Here’s How P/E Ratios Can Help Us Understand Banco Santander, S.A. (BME:SAN)

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The goal of this article is to teach you how to use price to earnings ratios (P/E ratios). We’ll apply a basic P/E ratio analysis to Banco Santander, S.A.’s (BME:SAN), to help you decide if the stock is worth further research. Banco Santander has a price to earnings ratio of 9.12, based on the last twelve months. That means that at current prices, buyers pay €9.12 for every €1 in trailing yearly profits.

See our latest analysis for Banco Santander

How Do I Calculate Banco Santander’s Price To Earnings Ratio?

The formula for P/E is:

Price to Earnings Ratio = Price per Share ÷ Earnings per Share (EPS)

Or for Banco Santander:

P/E of 9.12 = €3.95 ÷ €0.43 (Based on the year to March 2019.)

Is A High Price-to-Earnings Ratio Good?

A higher P/E ratio means that investors are paying a higher price for each €1 of company earnings. That is not a good or a bad thing per se, but a high P/E does imply buyers are optimistic about the future.

How Growth Rates Impact P/E Ratios

P/E ratios primarily reflect market expectations around earnings growth rates. When earnings grow, the ‘E’ increases, over time. That means even if the current P/E is high, it will reduce over time if the share price stays flat. Then, a lower P/E should attract more buyers, pushing the share price up.

Banco Santander saw earnings per share improve by -7.0% last year. And its annual EPS growth rate over 5 years is 2.4%.

How Does Banco Santander’s P/E Ratio Compare To Its Peers?

We can get an indication of market expectations by looking at the P/E ratio. As you can see below Banco Santander has a P/E ratio that is fairly close for the average for the banks industry, which is 9.7.

BME:SAN Price Estimation Relative to Market, June 15th 2019
BME:SAN Price Estimation Relative to Market, June 15th 2019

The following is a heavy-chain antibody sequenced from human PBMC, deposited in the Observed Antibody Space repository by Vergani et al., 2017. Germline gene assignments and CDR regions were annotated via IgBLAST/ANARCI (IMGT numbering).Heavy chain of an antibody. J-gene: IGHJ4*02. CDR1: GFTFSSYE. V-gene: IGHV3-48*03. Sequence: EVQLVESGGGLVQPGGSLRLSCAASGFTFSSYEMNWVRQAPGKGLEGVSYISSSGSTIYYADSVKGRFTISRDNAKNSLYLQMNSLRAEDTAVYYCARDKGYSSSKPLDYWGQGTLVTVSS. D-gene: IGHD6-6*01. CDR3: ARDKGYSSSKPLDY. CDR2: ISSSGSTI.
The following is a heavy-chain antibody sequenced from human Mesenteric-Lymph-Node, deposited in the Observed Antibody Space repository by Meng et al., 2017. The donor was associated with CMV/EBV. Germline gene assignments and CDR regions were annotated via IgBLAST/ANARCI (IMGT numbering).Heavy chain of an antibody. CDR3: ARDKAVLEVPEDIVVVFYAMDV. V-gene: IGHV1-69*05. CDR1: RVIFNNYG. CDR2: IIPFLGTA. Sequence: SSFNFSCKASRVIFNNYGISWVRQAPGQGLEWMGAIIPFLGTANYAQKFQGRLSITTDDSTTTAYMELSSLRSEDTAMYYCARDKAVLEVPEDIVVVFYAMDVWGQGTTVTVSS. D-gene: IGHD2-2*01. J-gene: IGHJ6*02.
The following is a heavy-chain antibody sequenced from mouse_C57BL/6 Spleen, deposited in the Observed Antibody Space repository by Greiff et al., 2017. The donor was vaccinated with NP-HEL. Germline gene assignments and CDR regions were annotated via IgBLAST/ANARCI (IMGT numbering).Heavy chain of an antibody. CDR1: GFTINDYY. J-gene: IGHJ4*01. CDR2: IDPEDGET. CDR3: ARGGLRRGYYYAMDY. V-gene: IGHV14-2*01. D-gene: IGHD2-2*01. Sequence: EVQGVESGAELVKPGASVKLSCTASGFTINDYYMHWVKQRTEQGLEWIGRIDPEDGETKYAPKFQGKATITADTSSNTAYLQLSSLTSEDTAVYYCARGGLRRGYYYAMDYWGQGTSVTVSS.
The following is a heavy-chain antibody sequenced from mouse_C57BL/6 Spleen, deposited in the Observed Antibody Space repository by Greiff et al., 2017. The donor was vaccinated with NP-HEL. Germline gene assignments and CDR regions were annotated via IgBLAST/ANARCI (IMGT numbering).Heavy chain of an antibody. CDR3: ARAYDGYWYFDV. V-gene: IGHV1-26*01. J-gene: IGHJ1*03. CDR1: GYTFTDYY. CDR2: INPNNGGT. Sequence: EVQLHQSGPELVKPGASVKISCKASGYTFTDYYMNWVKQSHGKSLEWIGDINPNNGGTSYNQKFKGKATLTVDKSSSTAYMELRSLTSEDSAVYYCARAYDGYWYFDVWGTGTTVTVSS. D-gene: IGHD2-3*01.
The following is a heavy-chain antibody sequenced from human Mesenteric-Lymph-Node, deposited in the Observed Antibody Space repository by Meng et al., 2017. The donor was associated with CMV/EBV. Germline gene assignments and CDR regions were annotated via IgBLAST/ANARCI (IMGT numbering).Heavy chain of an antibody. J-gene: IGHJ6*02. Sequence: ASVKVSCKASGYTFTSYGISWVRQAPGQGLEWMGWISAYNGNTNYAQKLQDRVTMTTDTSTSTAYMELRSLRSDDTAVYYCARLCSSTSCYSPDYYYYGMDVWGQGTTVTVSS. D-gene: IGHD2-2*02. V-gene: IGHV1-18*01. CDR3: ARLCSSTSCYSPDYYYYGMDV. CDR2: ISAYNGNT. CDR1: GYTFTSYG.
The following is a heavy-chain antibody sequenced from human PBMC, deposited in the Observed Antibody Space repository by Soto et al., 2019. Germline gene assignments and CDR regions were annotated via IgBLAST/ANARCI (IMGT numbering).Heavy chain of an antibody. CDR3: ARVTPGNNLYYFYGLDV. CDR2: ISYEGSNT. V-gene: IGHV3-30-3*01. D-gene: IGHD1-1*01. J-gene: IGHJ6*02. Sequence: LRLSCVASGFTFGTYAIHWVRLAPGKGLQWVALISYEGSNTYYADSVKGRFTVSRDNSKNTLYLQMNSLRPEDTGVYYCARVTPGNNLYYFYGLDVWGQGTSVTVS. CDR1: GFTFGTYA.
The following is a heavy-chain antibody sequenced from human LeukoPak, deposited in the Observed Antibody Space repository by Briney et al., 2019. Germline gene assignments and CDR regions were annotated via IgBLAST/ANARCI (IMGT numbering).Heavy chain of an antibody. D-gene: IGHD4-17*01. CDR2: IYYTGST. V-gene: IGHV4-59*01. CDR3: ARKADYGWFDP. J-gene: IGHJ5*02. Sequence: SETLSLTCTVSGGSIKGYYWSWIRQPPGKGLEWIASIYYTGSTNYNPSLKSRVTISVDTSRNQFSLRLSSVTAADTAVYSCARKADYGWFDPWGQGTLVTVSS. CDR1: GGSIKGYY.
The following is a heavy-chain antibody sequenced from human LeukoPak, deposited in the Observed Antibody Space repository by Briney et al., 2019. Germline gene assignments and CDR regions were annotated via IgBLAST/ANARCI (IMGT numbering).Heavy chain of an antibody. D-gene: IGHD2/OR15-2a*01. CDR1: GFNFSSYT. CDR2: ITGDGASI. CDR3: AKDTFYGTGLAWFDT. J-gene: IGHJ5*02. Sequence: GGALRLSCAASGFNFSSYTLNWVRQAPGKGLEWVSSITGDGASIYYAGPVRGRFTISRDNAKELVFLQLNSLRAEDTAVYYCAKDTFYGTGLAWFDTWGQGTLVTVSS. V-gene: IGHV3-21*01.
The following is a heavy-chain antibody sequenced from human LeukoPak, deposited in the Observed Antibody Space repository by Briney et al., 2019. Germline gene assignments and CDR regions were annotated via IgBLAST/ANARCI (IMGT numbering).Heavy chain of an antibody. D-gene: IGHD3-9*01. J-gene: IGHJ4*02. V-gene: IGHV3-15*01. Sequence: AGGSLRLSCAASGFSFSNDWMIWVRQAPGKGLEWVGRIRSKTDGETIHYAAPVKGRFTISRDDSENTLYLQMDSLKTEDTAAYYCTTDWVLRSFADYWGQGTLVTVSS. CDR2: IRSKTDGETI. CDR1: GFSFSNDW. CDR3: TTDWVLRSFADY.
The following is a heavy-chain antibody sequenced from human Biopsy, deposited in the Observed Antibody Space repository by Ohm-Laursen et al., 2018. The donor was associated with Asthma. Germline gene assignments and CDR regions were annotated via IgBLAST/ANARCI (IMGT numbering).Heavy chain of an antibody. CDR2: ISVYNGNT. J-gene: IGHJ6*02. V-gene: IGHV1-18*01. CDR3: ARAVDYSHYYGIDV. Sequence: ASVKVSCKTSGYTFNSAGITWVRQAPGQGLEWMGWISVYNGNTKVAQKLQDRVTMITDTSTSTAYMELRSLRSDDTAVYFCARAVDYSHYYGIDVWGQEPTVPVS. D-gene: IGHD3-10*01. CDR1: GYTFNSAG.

Its P/E ratio suggests that Banco Santander shareholders think that in the future it will perform about the same as other companies in its industry classification. If the company has better than average prospects, then the market might be underestimating it. Checking factors such as the tenure of the board and management could help you form your own view on if that will happen.

Don’t Forget: The P/E Does Not Account For Debt or Bank Deposits

One drawback of using a P/E ratio is that it considers market capitalization, but not the balance sheet. In other words, it does not consider any debt or cash that the company may have on the balance sheet. The exact same company would hypothetically deserve a higher P/E ratio if it had a strong balance sheet, than if it had a weak one with lots of debt, because a cashed up company can spend on growth.

While growth expenditure doesn’t always pay off, the point is that it is a good option to have; but one that the P/E ratio ignores.

So What Does Banco Santander’s Balance Sheet Tell Us?

Net debt totals a substantial 112% of Banco Santander’s market cap. This level of debt justifies a relatively low P/E, so remain cognizant of the debt, if you’re comparing it to other stocks.

The Verdict On Banco Santander’s P/E Ratio

Banco Santander trades on a P/E ratio of 9.1, which is below the ES market average of 17.5. The meaningful debt load is probably contributing to low expectations, even though it has improved earnings recently.

When the market is wrong about a stock, it gives savvy investors an opportunity. If it is underestimating a company, investors can make money by buying and holding the shares until the market corrects itself. So this free visual report on analyst forecasts could hold the key to an excellent investment decision.

But note: Banco Santander may not be the best stock to buy. So take a peek at this free list of interesting companies with strong recent earnings growth (and a P/E ratio below 20).

We aim to bring you long-term focused research analysis driven by fundamental data. Note that our analysis may not factor in the latest price-sensitive company announcements or qualitative material.

If you spot an error that warrants correction, please contact the editor at This article by Simply Wall St is general in nature. It does not constitute a recommendation to buy or sell any stock, and does not take account of your objectives, or your financial situation. Simply Wall St has no position in the stocks mentioned. Thank you for reading.